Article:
I really loved the 2013 album Ænigma from Norwegian prog death metallers In Vain, so I was super excited to see they had released a new album (and also stunned to realize it had been so long since the last one). Well, while the new album, Currents, is good enough, some parts feel like a rehash of Ænigma. Initially, the parts of Currents that appealed to me most were those with the emotive, almost hymnal clean vocals and melodic riffs that made “Hymne Till Havet” (from Ænigma) and “On the Banks of Mississippi” (from their previous album Mantra) so moving, but they also felt like repeats of previous songs. “En Forgangen Tid (Times of Yore Pt. II)” literally uses some of the same riffs from Ænigma – which makes sense, since it’s a continuation of that song, but it intensifies the sense of déjà vu (or déjà écouté, rather). “Standing on the Ground of Mammoths” seems to use a variation on the same riff, too.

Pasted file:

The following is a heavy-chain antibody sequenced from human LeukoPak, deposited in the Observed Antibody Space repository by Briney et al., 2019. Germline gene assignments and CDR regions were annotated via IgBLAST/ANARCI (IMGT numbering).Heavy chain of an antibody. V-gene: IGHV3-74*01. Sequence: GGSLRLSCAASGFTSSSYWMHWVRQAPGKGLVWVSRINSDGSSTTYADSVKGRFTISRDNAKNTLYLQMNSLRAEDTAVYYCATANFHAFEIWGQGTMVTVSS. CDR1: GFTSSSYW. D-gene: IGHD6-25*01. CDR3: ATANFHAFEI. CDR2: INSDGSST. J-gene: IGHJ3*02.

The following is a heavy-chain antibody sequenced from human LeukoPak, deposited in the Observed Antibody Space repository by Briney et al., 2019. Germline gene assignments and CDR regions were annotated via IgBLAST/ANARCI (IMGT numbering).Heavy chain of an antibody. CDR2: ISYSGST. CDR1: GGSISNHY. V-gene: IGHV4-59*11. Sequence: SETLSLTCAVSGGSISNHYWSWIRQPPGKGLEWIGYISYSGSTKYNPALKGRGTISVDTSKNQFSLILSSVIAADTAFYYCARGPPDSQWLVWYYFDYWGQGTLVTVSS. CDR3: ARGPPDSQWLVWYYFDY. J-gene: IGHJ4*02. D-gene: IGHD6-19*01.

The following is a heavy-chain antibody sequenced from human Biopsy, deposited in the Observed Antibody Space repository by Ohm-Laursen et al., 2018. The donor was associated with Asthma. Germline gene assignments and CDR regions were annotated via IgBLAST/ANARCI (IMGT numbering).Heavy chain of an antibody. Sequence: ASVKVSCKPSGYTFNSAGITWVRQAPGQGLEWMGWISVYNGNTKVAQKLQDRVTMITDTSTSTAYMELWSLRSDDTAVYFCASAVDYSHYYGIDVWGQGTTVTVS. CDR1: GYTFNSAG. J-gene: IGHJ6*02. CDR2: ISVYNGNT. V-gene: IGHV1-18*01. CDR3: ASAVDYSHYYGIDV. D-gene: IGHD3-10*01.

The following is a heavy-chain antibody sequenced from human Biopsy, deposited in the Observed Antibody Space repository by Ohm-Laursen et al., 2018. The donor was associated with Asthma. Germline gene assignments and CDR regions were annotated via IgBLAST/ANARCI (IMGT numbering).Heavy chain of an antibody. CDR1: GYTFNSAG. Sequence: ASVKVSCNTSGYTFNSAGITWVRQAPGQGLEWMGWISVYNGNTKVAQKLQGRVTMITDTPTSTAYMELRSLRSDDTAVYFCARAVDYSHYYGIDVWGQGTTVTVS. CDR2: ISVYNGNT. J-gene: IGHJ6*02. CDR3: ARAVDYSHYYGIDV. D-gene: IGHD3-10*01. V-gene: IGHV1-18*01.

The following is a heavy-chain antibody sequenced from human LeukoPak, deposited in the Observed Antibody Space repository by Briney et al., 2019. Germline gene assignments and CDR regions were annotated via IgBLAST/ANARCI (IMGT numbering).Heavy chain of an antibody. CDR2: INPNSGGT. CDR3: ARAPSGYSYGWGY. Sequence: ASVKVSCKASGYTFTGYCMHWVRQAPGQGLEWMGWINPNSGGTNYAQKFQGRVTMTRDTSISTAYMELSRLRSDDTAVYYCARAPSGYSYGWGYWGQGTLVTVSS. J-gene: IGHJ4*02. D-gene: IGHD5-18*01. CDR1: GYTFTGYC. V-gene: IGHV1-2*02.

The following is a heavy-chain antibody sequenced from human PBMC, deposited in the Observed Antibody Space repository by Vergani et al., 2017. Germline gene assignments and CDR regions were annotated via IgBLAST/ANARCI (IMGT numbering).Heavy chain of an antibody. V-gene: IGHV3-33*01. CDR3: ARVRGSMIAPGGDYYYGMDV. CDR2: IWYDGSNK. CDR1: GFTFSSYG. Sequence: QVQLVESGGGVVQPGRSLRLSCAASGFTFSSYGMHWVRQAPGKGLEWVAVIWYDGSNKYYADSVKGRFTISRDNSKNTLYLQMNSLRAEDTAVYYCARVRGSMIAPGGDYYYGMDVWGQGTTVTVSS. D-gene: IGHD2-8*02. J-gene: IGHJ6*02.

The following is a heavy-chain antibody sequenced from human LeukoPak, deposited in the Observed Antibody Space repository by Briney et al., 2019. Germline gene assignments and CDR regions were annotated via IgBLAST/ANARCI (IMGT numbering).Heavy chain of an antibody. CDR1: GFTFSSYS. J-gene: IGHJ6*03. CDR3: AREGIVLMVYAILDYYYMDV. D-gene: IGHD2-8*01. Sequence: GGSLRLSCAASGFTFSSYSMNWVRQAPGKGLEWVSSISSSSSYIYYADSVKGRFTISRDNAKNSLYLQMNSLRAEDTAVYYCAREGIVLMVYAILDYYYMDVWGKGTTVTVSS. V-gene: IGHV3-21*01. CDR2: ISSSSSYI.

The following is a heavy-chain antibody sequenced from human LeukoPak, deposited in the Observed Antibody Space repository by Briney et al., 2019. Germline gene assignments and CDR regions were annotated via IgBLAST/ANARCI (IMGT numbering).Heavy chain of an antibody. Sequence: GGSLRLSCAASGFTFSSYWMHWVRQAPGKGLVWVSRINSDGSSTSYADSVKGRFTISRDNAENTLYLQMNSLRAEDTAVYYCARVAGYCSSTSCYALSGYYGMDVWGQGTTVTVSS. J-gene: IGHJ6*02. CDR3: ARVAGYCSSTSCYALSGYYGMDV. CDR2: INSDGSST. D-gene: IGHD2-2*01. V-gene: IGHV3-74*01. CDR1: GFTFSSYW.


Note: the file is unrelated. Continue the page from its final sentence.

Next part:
When I paid closer attention, though, I began to notice some distinctive moments. Matt Heafy (of Trivium) lending his voice to “Soul Adventurer” is a cool touch that fits well with the band’s emotive style and gives that song a slightly different feel. “Origin” also features some unique vocals and guitars, starting with a proggy melody that gets absorbed into atmospheric tremolo guitars, and with vocals that hit some high notes, both screamed and clean. Every now and then the band will launch into a blistering black metal frenzy, for instance after the initial buildup of the aptly named “As the Black Horde Storms.” And the last song, “Standing on the Ground of Mammoths,” is an epic that departs (in the middle of the song) from the band’s common denominator mournful/harsh style into a grandiose mix of black metal underpinnings with soaring power metal guitars and clean and screamed vocals.
Still, this album didn’t grab me the same way as Ænigma – comparing the two, Currents just doesn’t seem to have the same intensity, whether it’s in the emotional melodic parts, or the furious and harsh parts (or the combination of the two). It’s like the ingredients are all there but it wasn’t stirred with the same magic spoon, or something. Maybe that says more about what a hard album Ænigma is to follow than about Currents itself, though.